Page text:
Just a little something to support my theory above:

Rich Yamarone, director of economic research at Argus Research, told The Boston Globe last month. "There's nothing really worse than having a job, making money and forking most of it over just so you can have the same amount of food. You're running in place, and it really weighs on you."

I would expect to see the numbers accelerate especially in the fall as more consumers hit the wall as life tightens following summer vacations and back to school expenses. If anything, what I'm seeing out here is a delay in taking action that is just building bankruptcy back pressure.

Oops. Forgot to mention that I recently wrote about the need for more people to go bankrupt. See http://creditdebtlife.com/735/

Any idea what the distribution is on a monthly basis between ch. 7 and ch. 13? what about business vs. non-business? I think that the upward slope represents a lag effect between when credit became difficult and the when the consumer's finances went from tight to broke. The Consumer used to bail themselves out with a new financing when things got tight and now they are forced to watch their balance sheet deteriorate month after month hoping for a miraculous return in asset appreciation to help bail them out. December bankruptcies appeared optmistic only because people wanted to buy Xmas and New Years gifts for their family before turning their assets to the courts; therefore, I think that we could be looking at a 5-10% sequential climb in bankruptcies month over month through the end of the year.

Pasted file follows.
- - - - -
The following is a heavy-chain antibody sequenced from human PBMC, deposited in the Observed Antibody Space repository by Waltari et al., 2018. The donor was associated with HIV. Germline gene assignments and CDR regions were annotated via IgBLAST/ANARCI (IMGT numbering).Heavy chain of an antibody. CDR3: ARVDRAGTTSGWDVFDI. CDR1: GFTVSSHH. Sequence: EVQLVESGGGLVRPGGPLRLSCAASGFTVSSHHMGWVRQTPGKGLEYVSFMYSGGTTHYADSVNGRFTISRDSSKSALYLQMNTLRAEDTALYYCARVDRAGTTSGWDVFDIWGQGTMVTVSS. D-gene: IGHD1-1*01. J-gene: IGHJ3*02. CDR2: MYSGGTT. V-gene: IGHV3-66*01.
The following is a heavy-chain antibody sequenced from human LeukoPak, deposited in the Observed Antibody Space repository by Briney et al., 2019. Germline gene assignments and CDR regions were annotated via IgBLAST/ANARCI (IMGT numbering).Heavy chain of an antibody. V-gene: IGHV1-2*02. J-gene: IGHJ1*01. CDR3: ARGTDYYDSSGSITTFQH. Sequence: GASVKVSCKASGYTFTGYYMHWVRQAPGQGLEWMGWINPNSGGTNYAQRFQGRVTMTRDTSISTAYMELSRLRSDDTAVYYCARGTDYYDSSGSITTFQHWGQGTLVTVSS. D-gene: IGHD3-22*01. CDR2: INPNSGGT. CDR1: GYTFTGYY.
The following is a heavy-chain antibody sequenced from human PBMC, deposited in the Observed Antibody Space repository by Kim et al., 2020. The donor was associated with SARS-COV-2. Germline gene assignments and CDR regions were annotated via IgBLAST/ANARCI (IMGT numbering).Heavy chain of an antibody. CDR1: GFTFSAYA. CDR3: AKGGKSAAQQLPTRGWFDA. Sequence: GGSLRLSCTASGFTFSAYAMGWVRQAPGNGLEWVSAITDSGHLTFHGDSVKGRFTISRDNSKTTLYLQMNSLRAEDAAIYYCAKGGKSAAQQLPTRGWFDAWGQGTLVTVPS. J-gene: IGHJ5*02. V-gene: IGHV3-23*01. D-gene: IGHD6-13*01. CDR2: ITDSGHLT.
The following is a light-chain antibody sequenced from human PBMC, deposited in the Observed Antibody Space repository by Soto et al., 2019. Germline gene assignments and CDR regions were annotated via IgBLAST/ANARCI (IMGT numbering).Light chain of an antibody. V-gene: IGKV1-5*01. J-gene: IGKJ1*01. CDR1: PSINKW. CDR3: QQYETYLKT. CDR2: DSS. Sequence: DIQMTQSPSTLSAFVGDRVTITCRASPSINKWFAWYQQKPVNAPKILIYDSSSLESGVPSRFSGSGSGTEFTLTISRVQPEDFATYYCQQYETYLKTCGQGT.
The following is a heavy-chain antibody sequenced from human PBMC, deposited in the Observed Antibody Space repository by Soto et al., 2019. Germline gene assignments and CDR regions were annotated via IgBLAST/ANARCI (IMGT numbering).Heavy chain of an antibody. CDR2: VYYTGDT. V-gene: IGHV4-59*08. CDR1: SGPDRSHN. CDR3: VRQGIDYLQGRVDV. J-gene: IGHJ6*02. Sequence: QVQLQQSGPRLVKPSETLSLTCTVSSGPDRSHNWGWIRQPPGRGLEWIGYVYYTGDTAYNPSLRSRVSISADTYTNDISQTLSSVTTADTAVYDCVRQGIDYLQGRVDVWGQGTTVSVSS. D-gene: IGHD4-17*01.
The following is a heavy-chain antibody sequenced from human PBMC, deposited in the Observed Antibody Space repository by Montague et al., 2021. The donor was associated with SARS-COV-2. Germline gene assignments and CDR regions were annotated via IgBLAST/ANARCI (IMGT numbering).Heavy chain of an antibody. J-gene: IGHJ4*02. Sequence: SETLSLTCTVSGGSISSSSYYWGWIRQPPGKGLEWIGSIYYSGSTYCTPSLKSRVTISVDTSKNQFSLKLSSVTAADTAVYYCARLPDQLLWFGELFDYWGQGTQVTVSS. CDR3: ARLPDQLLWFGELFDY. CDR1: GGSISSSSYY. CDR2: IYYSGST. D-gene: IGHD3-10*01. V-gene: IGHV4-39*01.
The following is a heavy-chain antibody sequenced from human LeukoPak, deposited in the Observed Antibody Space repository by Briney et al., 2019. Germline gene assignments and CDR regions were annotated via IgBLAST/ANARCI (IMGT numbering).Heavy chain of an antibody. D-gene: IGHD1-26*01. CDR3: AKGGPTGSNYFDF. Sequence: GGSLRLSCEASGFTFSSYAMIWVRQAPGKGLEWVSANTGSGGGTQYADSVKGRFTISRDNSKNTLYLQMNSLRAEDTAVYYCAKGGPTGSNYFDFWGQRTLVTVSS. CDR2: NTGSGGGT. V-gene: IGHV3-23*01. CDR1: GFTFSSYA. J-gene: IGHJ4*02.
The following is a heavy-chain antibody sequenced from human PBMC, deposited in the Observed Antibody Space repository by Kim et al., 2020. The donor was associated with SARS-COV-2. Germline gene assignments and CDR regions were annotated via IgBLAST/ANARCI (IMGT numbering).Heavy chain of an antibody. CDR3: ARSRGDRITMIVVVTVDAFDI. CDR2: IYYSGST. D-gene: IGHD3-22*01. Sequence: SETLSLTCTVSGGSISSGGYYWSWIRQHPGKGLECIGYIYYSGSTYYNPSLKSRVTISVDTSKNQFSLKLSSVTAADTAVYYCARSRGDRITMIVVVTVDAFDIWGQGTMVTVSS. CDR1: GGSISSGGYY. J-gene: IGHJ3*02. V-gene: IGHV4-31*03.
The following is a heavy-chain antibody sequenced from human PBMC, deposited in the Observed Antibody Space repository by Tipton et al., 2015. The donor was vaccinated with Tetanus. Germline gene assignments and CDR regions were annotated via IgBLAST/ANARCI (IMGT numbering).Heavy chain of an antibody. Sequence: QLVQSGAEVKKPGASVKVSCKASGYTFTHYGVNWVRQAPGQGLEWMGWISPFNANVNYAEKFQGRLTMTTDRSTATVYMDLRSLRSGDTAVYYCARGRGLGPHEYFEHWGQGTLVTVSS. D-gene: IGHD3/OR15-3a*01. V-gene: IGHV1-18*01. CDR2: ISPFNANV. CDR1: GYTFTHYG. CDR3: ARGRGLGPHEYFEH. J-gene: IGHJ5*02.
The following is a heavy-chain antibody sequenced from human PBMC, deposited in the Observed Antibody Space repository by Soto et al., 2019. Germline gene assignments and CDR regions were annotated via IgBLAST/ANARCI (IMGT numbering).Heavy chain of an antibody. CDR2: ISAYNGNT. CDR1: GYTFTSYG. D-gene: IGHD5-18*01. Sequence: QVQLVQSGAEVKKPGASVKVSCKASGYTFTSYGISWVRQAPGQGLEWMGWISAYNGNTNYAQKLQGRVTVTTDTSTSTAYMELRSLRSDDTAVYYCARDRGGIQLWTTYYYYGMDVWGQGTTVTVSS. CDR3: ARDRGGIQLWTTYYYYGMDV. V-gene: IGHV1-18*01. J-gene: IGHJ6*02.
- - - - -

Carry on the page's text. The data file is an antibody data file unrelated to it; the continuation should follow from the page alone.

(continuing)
The comments to this entry are closed.


Current Guests

Follow Us On Twitter

Like Us on Facebook

  • Like Us on Facebook

    By "Liking" us on Facebook, you will receive excerpts of our posts in your Facebook news feed. (If you change your mind, you can undo it later.) Note that this is different than "Liking" our Facebook page, although a "Like" in either place will get you Credit Slips post on your Facebook news feed.



  • As a public service, the University of Illinois College of Law operates Bankr-L, an e-mail list on which bankruptcy professionals can exchange information. Bankr-L is administered by one of the Credit Slips bloggers, Professor Robert M. Lawless of the University of Illinois. Although Bankr-L is a free service, membership is limited only to persons with a professional connection to the bankruptcy field (e.g., lawyer, accountant, academic, judge). To request a subscription on Bankr-L, click here to visit the page for the list and then click on the link for "Subscribe." After completing the information there, please also send an e-mail to Professor Lawless ([email protected]) with a short description of your professional connection to bankruptcy. A link to a URL with a professional bio or other identifying information would be great.